Robert Altman is one of the most inventive, unpredictable, and hotly debated American filmmakers of the past thirty years. His movies include popular hits (M.A.S.H., Nashville), critical successes (Thieves Like Us, The Long Goodbye, Short Cuts), and......more
Robert Altman is one of the most inventive, unpredictable, and hotly debated American filmmakers of the past thirty years. His movies include popular hits (M.A.S.H., Nashville), critical successes (Thieves Like Us, The Long Goodbye, Short Cuts), and outright disasters (Beyond Therapy). Through triumph and tribulation alike, Altman has never lost the experimental spirit that brought him into feature filmmaking after twenty years of refining his talent on industrial movies and TV episodes. He also has maintained a gregarious, often garrulous nature, rarely missing an opportunity to discuss his work, life, and ambitions with the many critics and scholars who have plied him with questions throughout his career.
The lively interviews in this book, drawn from a wide variety of sources, range from a colorful talk with Altman as he prepared an early foray into the western genre (McCabe and Mrs. Miller) to a mid-1990s conversation about the challenges of blending jazz and cinema in Kansas City.
The interviews probe the many corners of Altman's work, including his epic battles with Hollywood studios and producers, his deep commitment to independent production, his creative views on video and stage-to-screen adaptation (a major facet of his career), and his insistence that he is more an audiovisual artist than a storytelling entertainer. Altman's conversations cast light on his idiosyncratic personality, revealing his taste for intoxicating experiences both on and off the screen and suggesting links between his risk-taking behaviors at the gambling table and the motion-picture set. This collection of interviews is a first-person portrait of a true American maverick whose freewheeling career has waged a decades-long campaign against Hollywood complacency and served as inspiration for new generations of independent screen artists.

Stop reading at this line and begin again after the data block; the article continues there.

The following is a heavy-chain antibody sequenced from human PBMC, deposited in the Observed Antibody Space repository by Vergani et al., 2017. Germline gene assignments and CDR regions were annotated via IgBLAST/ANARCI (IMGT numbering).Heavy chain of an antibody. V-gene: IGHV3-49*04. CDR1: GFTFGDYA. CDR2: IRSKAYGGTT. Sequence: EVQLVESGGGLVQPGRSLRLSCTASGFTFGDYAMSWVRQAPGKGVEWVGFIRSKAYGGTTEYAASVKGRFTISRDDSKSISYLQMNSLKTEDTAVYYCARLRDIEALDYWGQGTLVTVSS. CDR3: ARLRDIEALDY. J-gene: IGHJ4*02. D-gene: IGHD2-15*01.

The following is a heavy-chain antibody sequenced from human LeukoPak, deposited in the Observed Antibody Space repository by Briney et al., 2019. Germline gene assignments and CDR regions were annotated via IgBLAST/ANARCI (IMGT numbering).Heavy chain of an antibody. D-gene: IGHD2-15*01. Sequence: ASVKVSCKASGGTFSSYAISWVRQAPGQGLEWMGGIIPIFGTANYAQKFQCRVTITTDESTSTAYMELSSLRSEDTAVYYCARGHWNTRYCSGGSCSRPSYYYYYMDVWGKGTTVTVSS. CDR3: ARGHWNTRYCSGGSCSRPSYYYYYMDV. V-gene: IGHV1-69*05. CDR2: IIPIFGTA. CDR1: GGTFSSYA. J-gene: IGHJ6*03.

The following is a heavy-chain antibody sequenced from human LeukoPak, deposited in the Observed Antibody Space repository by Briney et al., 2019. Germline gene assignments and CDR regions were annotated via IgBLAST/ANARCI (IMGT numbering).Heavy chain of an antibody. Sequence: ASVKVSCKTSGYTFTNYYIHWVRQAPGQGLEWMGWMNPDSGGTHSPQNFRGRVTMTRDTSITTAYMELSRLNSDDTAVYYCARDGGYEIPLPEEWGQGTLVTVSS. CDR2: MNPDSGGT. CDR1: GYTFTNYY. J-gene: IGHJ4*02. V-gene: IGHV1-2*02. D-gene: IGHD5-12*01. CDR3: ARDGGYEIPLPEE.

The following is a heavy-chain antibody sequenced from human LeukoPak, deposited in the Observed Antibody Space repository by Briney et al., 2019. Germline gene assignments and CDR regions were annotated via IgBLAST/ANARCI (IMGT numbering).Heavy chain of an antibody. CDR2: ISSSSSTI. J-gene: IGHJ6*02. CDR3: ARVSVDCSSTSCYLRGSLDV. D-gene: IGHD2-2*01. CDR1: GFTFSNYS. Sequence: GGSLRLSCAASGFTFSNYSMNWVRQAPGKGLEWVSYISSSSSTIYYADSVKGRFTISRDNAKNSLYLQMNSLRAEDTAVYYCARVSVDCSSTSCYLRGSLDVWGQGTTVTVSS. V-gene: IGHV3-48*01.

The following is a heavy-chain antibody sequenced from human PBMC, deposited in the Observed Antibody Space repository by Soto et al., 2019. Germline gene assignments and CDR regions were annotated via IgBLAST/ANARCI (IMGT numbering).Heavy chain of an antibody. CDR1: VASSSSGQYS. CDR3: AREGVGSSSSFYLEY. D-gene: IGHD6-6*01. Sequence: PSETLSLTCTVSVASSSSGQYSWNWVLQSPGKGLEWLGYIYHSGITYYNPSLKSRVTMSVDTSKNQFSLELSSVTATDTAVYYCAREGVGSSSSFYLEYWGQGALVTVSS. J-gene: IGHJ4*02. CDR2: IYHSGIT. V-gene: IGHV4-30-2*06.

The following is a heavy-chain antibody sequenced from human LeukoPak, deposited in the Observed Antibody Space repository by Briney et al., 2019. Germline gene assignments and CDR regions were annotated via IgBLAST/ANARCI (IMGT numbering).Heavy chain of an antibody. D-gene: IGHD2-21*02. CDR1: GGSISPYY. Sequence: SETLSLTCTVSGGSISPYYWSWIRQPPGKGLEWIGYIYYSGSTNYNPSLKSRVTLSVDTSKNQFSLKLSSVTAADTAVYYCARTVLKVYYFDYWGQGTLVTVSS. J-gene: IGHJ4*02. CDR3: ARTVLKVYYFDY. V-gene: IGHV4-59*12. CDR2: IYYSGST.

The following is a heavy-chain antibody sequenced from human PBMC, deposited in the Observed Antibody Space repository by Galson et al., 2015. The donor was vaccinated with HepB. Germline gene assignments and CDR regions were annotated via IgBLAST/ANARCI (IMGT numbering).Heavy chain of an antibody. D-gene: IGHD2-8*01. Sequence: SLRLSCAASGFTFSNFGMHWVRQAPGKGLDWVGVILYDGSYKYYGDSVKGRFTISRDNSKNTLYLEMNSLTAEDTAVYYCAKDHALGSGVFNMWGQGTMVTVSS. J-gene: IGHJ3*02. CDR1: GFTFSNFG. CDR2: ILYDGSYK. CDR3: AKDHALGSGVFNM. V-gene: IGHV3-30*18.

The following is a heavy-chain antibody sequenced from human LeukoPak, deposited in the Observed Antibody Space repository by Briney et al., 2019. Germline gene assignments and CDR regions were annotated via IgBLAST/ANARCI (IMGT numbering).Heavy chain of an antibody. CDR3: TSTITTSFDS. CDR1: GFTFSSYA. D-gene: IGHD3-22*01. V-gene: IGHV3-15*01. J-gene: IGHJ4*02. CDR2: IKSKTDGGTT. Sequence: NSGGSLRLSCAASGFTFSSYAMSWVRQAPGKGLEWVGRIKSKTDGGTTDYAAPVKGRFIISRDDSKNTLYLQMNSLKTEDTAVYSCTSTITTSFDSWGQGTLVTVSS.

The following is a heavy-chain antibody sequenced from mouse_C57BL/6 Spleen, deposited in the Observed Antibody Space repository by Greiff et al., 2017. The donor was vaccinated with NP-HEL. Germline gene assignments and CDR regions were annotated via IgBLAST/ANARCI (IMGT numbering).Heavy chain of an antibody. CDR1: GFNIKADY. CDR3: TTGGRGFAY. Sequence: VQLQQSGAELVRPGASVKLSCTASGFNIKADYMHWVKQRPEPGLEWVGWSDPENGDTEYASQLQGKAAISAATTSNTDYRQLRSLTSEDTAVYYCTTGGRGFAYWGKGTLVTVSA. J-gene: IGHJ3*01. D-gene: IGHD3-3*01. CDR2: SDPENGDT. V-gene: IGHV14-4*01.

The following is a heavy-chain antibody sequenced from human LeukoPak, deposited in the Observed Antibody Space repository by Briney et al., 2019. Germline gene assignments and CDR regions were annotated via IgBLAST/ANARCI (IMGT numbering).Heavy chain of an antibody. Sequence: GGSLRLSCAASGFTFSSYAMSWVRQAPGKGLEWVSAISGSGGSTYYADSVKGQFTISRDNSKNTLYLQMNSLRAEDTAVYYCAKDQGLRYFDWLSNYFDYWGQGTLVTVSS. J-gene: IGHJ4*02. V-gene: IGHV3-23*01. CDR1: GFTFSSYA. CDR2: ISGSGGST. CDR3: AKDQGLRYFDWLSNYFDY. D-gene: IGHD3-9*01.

David Sterritt has been film critic for The Christian Science Monitor since 1968. He is an associate professor of film at Long Island U...
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